Theater review: ‘Seeger’ at NC Stage

HAMMER TIME: Randy Noojin plays folk musician and activist Pete Seeger in a multimedia one-man show and singalong at N.C. Stage Company. Photo courtesy of Noojin

Starting in the early 1950s, outspoken folk singer Peter Seeger professed his commitment to freedom of speech, and he paid dearly for it. For nearly two decades, he was blacklisted, unable to perform at prime venues and physically attacked for his beliefs. The musician’s life and enduring songs are recalled in the powerful one-man multimedia show, Seeger, written and performed by Randy Noojin, at N.C. Stage Company through Sunday, June 25.

The timing for Seeger — a great piece of work that celebrates the folk legend who lived until 2014 — is right. Seeger was ensnared in the communist witch hunts of the 1950s: Imagine how he would have reacted to today’s political scene.

While there are intense moments in the production, Noojin lightens it up by poking a lot of gentle fun at banjo pickers such as himself. He also performs many of Seeger’s songs, which became standards. The audience is urged to sing along, and many in the opening-night house at N.C. Stage did just that. A series of historic black-and-white photos, displayed on a screen, added to the realism.

The format of Seeger has the singer performing and speaking at a 1980s meeting of the U.S. Cuban Normalization organization. Seeger was fighting to end the U.S. economic embargo of Cuba. In the 1970s, President Jimmy Carter had loosened the restrictions before President Ronald Reagan tightened the screws again. Ever the optimist, Seeger tells the audience, “I have been surprised by the good things that have happened during my lifetime.”

But there were some tough times, too. Noojin begins telling Seeger’s story, in which the singer gives much credit to his Japanese-American wife, Toshi, who was the family organizer and who kept Seeger pushing through hardships.

After service in World War II, the future folk star began putting his musical career together and raising his family. Seeger’s quartet, The Weavers, became enormously popular on records, and in live and TV performances during the ’50s.

Then, in 1956, the House Un-American Activities Committee called the singer to testify. Though he had long since quit the Communist Party and eventually renounced Soviet dictator Josef Stalin, Seeger believed in his right to free speech and refused to cooperate. He was convicted of contempt, threatened with prison, and his career was in ruins. But Seeger says the boycott let him cast off restrictions placed on commercially successful artists, and he kept right on performing at schools and summer camps.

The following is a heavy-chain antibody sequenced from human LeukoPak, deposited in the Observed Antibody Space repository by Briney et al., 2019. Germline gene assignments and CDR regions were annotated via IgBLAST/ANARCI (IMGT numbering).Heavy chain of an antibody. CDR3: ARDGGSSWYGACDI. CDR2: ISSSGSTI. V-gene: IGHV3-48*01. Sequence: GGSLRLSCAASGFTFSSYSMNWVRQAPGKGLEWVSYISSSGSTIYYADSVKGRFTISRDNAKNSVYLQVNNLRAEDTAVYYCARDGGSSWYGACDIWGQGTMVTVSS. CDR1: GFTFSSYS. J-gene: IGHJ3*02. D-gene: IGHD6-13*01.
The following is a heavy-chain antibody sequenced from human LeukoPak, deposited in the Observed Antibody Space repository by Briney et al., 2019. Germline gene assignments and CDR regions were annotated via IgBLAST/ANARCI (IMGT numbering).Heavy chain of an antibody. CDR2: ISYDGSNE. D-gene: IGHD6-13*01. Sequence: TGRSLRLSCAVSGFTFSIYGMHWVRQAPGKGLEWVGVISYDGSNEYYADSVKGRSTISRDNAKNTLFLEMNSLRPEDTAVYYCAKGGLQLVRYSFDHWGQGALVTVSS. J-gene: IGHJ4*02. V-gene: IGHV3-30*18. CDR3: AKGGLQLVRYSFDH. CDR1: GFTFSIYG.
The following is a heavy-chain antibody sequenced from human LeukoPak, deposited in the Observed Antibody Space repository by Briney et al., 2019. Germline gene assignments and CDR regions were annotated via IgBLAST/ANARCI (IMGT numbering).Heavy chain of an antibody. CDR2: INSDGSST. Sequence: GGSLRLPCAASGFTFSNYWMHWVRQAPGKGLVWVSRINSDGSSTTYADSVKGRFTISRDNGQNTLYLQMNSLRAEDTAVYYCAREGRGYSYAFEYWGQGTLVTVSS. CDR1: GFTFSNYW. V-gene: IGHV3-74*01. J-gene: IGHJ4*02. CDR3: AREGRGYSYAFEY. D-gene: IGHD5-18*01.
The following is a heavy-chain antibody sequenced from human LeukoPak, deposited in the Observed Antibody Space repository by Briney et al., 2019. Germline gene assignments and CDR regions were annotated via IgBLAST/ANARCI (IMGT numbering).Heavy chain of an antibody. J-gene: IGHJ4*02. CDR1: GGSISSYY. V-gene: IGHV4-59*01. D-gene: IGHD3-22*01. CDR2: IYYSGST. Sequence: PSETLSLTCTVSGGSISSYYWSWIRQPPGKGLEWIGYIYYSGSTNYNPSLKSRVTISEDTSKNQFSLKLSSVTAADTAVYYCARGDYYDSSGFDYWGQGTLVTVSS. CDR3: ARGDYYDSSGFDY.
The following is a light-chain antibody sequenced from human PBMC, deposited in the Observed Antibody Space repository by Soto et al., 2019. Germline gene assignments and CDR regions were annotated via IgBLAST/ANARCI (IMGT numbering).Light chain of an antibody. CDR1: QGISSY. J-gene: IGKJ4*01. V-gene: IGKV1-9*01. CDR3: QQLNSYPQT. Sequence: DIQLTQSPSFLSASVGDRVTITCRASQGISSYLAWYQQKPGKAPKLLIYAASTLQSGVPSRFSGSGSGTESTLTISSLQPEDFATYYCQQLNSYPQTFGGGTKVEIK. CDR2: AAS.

The boycott stretched into the civil rights era and was only ended by the politically active Smothers Brothers comedy duo, who, like Seeger, refused to be silenced. With their help, Seeger continued to protest, fighting against the Vietnam War and environmental pollution.

Noojin, a longtime actor at the Southern Appalachian Repertory Theatre in Mars Hill, has developed a knack for one-man shows on musical legends such as Hank Williams and Woody Guthrie. In Seeger, he slips into the character and gives impassioned performances of such hits as, “If I Had a Hammer,” “Turn, Turn, Turn,” “Where Have all the Flowers Gone,” “Bring ‘Em Home” and many others.

Seeger celebrates a man who deserves to be remembered, and Asheville is perfect the place to do this show: The musician’s half-sister Peggy Seeger, herself a celebrated folk singer, lived here for many years and was a prominent member of the local music scene.

WHAT: Seeger
WHERE:  N.C. Stage Company, 15 Stage Lane,
WHEN: Through Sunday, June 25. Wednesday-Saturday, at 7:30 p.m. and Sunday, at 2 p.m. $14-28.

About Tony Kiss
Tony Kiss covers brewing news for the Xpress. He has been reporting on the Carolina beer scene since 1994. He's also covered distilling and cider making and spent 30 years reporting on area entertainment. Follow me @BeerguyTK

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One thought on “Theater review: ‘Seeger’ at NC Stage

  1. NFB

    “Seeger celebrates a man who deserves to be remembered, and Asheville is perfect the place to do this show: The musician’s half-sister Peggy Seeger, herself a celebrated folk singer, lived here for many years and was a prominent member of the local music scene.”

    Not only that, but it was a trip to Asheville’s Mountain Dance and Folk Festival as a teenager in the 1930’s that first inspired Pete Seeger to take up the banjo.

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